by James A. Bacon
Northern Virginia’s population is growing, but not nearly as fast as before. According to a new study by University of Virginia demographer Hamilton Lombard, Northern Virginia accounted for 66.5% of the state’s population growth between 2010 and 2019, but slipped to 33.7% in the last year.
“While Northern Virginia is still growing in population, its recent slowdown is remarkable given how long so much of Virginia’s population growth has been concentrated in Northern Virginia,” Lombard said in an interview with UVA Today. “Since 1980, Northern Virginia has contributed to over half of the commonwealth’s entire population growth. Earlier in the 2010s, over two-thirds of Virginia’s population growth occurred in Northern Virginia.”
“Yet, since the mid-2010s, population growth in Northern Virginia has slowed considerably as more residents have left the region, often moving to other Southern states,” Lombard said. “Some of the initial out-migration may have been driven by the federal budget sequestration and shutdowns, which slowed growth in the region’s economy.”
Northern Virginia has driven demographic, political and economic change in Virginia over the past three or four decades. The region now dominates the state in much the same way that Chicago overshadows the rest of Illinois and New York City runs the Empire State. A marked slowdown in the region’s growth could have momentous consequences for Virginia’s economic prosperity and political economy. Here’s the big question: Was 2020 a transitory blip or does it portend longer-lasting changes?
The Weldon Cooper Center for Public Service, where Lombard works, uses births, deaths, new home construction and school enrollment to calculate population growth between official U.S. census years. All data indicate a slowdown in NoVa’s population growth. Births, for example, declined by more than 7% between 2015 and 2019, more than in any other Virginia region.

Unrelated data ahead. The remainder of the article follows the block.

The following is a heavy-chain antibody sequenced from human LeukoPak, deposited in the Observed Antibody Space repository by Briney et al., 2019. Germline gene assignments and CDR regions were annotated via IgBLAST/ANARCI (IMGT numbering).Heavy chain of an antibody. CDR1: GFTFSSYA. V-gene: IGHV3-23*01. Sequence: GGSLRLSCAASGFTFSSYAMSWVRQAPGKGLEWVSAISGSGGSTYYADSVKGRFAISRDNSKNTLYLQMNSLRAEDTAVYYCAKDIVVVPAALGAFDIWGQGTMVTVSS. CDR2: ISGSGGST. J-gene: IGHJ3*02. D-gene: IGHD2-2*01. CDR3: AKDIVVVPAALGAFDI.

Lombard believes that the COVID-19 pandemic accelerated demographic trends that were already in place before 2020. Said Lombard in a Q&A:
Since at least the mid-2010s, the input data we use has been signaling a shift in Northern Virginia to more people moving out of the region than into it, which has caused the region to grow more slowly. In 2020, out-migration from Northern Virginia likely quickened, causing population growth to slow even further, as it did in most other large metro areas, particularly those with high housing prices. …
The pandemic condensed trends that would have taken place over multiple years into a shorter period of time.
Localities on the fringe of the Washington Metropolitan Statistical Area — Fredericksburg and Winchester, for example — have seen an uptick in population growth over the past couple of years as people have left Northern Virginia. Similarly, the Richmond metro area has experienced a “substantial rise” in the number of people moving in, many of them from Northern Virginia. Even migration into rural counties outside Virginia’s MSA has risen.
More ominously, Lombard says many Northern Virginians are just leaving the state.
Bacon’s bottom line: So, what’s driving the trend? Lombard links NoVa’s regional dynamism in part to federal spending. When Uncle Sam loosens the purse strings, NoVa benefits. When Uncle Sam folds his wallet, NoVa loses. A boost in federal spending under the Biden administration could inject the region with new stimulus — but that would depend on the nature of the spending. A surge in domestic spending would have less impact than a fresh burst of spending on defense, intelligence and homeland security, the region’s primary industry clusters.
Other factors to consider are the cost of business, the cost of living, and quality of life. COIVD-19 had a momentarily ameliorative effect on the bane of the region’s existence, its traffic congestion. Will the shift to work-at-home offset the rebound in traffic? What is happening to the supply, demand and price of office space? What about home prices? How much is the lack of affordable housing pushing out the middle class?
The challenges are tremendous, just as they are in other technology centers. But it’s way too early to conclude that NoVa has lost its mojo. Amazon hasn’t gone anywhere; its Coast headquarters in Arlington is still hiring and likely will act as a magnet for new enterprises. Also, just a few days ago, management consulting firm Guidehouse announced its commitment to the region by means of a $12.7 million global headquarters building in Tysons. The project will create more than 900 new jobs, and the HQ will house more than 1,550 employees at full capacity.
NoVa has a lot of brainpower, and brainpower creates a lot of jobs.